Last month saw hundreds of stakeholders from Europe and around the world convene for the third annual Sustainable Palm Oil Dialogue.
The virtual event, lasting three days, was hosted by The European Palm Oil Alliance and IDH (the Sustainable Trade Initiative) and sponsored by the Roundtable on Sustainable Palm Oil and the CGF Forest Positive Coalition of Action.
Panels comprised of leading experts engaged hundreds of stakeholders in Europe and beyond focussing on three themes: crucial action to make sustainable palm oil the norm, driving positive social impact and accelerating forest positive action. The sharing of developments, impacts and ideas resulted inspirational discourse about the way forward.
Lessons From The Sessions
Beyond the 2020 Milestone: Crucial Actions To Make Sustainable Palm Oil The Norm
Despite the COVID crisis, there is a strong commitment in the EU market for the usage of sustainable palm oil for food, feed and oleochemicals remaining stable at 90% in 2020. Private sector actors are taking steps beyond CSPO purchasing towards sustainability, such as through improving traceability and having NDPE policies which look into the drivers of problems.
To meet the challenge of closing the gap to reach 100%, Daan Wensing, chief executive at IDH encourages all stakeholders to act collectively, pointing out that with the solutions, network and supply that are there, ”there is no excuse NOT to act.”
European supermarkets should be aware of mandatory due diligence legislation being proposed in the EU, with the objective of minimising the bloc's contribution to deforestation and forest degradation worldwide.
The new EU Forest Partnerships, targeting six key commodities (palm oil, soy, wood, beef, cocoa, coffee), will move the focus from legality to a more holistic and integrated approach which includes sustainability criteria for deforestation-free supply chains. It will be based on scientific evidence, non-discriminatory, and implementable in practice. Five priority areas in the proposed legislation are:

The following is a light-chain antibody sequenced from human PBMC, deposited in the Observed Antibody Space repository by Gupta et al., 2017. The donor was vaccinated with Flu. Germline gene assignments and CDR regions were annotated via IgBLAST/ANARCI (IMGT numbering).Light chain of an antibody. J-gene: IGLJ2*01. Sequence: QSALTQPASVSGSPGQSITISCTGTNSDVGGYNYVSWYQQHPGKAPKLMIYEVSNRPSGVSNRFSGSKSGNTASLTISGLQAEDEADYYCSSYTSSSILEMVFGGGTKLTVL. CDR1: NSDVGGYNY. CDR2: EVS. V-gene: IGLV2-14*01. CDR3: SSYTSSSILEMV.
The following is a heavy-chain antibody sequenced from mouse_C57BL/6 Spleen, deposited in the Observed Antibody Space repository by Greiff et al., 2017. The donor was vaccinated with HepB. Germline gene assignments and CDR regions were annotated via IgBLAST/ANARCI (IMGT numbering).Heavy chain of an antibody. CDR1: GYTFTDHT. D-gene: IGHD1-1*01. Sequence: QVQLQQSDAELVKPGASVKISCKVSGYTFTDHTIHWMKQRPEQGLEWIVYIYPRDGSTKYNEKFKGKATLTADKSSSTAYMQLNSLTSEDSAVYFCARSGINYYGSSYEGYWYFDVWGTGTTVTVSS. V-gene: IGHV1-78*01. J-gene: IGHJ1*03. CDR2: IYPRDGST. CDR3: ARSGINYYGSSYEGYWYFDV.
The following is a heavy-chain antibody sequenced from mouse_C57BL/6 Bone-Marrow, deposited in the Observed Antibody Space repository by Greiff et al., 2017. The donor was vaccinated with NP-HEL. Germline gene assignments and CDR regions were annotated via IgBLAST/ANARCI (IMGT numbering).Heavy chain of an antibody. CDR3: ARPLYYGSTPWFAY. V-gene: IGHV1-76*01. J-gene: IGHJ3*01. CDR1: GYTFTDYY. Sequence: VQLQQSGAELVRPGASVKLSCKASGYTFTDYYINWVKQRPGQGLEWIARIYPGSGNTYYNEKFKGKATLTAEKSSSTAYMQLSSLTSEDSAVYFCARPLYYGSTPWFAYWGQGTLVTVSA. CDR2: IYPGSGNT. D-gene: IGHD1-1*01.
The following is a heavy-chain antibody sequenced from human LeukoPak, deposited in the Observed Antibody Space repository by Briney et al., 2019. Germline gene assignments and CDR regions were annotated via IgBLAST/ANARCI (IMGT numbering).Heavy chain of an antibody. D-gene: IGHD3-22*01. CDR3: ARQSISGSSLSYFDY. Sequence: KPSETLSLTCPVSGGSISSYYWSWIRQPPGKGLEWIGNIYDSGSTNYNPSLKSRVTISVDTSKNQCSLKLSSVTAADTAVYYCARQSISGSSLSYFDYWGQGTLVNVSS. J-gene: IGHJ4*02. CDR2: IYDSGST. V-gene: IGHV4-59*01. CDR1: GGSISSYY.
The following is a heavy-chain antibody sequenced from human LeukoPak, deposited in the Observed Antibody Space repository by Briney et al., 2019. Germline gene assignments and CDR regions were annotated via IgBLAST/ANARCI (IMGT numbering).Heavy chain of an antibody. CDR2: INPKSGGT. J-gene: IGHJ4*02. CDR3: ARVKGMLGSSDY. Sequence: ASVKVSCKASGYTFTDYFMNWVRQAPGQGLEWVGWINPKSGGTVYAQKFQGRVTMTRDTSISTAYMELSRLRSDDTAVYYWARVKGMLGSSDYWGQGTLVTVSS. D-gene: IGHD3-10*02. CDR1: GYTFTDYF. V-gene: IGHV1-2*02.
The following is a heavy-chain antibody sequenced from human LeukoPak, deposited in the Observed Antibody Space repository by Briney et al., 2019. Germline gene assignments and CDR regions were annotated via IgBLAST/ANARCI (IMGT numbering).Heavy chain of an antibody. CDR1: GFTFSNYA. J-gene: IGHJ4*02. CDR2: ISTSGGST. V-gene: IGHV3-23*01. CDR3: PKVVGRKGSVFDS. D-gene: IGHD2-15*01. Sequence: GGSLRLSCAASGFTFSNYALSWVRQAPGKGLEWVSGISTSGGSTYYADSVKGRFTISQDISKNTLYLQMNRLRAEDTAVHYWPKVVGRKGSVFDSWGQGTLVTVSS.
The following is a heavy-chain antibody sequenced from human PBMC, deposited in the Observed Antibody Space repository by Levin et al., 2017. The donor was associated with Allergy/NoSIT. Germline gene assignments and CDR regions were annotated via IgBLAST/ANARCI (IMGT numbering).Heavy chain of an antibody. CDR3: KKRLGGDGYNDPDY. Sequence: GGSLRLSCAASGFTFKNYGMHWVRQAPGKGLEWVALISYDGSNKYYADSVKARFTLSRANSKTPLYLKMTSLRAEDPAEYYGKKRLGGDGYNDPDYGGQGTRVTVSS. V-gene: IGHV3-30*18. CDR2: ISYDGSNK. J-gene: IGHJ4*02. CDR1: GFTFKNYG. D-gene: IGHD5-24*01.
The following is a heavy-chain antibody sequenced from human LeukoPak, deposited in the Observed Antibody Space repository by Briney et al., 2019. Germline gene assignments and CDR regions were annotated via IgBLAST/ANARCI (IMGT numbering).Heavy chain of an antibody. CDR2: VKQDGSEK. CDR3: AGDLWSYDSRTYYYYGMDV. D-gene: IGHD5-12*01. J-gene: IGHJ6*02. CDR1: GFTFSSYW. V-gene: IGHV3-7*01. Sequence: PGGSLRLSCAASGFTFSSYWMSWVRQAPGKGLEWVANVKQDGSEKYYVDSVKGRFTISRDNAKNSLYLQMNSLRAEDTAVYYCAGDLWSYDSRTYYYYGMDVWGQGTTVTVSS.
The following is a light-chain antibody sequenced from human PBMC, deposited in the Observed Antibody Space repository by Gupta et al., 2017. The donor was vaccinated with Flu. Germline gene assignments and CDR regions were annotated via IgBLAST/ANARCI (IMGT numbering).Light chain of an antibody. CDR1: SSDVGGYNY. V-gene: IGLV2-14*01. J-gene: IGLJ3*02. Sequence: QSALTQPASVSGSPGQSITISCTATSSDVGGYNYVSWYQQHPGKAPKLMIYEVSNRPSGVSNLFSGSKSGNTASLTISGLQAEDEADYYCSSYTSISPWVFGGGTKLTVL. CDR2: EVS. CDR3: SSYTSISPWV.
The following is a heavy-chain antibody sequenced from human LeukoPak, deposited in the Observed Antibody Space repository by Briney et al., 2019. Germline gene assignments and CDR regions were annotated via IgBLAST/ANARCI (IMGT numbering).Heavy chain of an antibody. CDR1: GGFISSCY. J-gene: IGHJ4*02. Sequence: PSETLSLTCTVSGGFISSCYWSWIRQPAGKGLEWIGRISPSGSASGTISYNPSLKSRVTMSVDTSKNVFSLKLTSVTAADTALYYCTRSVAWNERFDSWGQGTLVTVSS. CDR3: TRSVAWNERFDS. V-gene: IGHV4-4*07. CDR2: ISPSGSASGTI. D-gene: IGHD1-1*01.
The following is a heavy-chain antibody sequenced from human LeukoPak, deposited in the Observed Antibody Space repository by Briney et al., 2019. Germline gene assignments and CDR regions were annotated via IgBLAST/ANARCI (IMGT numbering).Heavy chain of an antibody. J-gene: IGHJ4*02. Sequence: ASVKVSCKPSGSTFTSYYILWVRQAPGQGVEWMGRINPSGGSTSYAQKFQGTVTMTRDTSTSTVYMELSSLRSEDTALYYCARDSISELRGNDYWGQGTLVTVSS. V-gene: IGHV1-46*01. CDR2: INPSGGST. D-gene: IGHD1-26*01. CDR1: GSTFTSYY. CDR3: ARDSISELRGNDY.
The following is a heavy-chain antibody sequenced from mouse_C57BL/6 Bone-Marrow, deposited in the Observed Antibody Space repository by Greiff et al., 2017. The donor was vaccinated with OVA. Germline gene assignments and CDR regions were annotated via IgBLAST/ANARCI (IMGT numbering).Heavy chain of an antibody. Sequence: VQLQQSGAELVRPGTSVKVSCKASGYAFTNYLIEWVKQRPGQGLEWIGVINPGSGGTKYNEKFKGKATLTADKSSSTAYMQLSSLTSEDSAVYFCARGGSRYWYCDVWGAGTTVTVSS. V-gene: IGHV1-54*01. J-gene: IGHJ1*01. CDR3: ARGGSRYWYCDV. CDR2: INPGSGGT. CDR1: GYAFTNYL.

- Sustainable supply chains: demand side
- Sustainable supply chains: supply side
- International cooperation
- Finance and investments
- Research, transparency and traceability
Driving Positive Social Impact In The Palm Oil Sector
Challenges faced by workers in the palm oil sector include lack of freedom of association and collective bargaining, lack of independent unions and few opportunities to conduct social dialogue and negotiate Collective Bargaining Agreements.
To address these issues, CNV Internationaal have launched a roadmap and call to action on creating an alliance for change through social dialogue. The roadmap offers a step-by-step approach to help stakeholders, including buyers, to collaborate with workers to help unions to reach sustainable change.
“If we want to achieve a vision of a holistic sustainable palm oil value chain, we must apply a socio-economic lens to it," says Ruben Brunsveld, from the Roundtable on Sustainable Palm Oil.
Palm oil production zones overlap with areas of the highest poverty levels globally; this provides high potential for positive social impact. Members of the RSPO deliver positive social impact by supporting human and labour rights, decent living wage and gender inclusivity, and also via smallholder inclusion.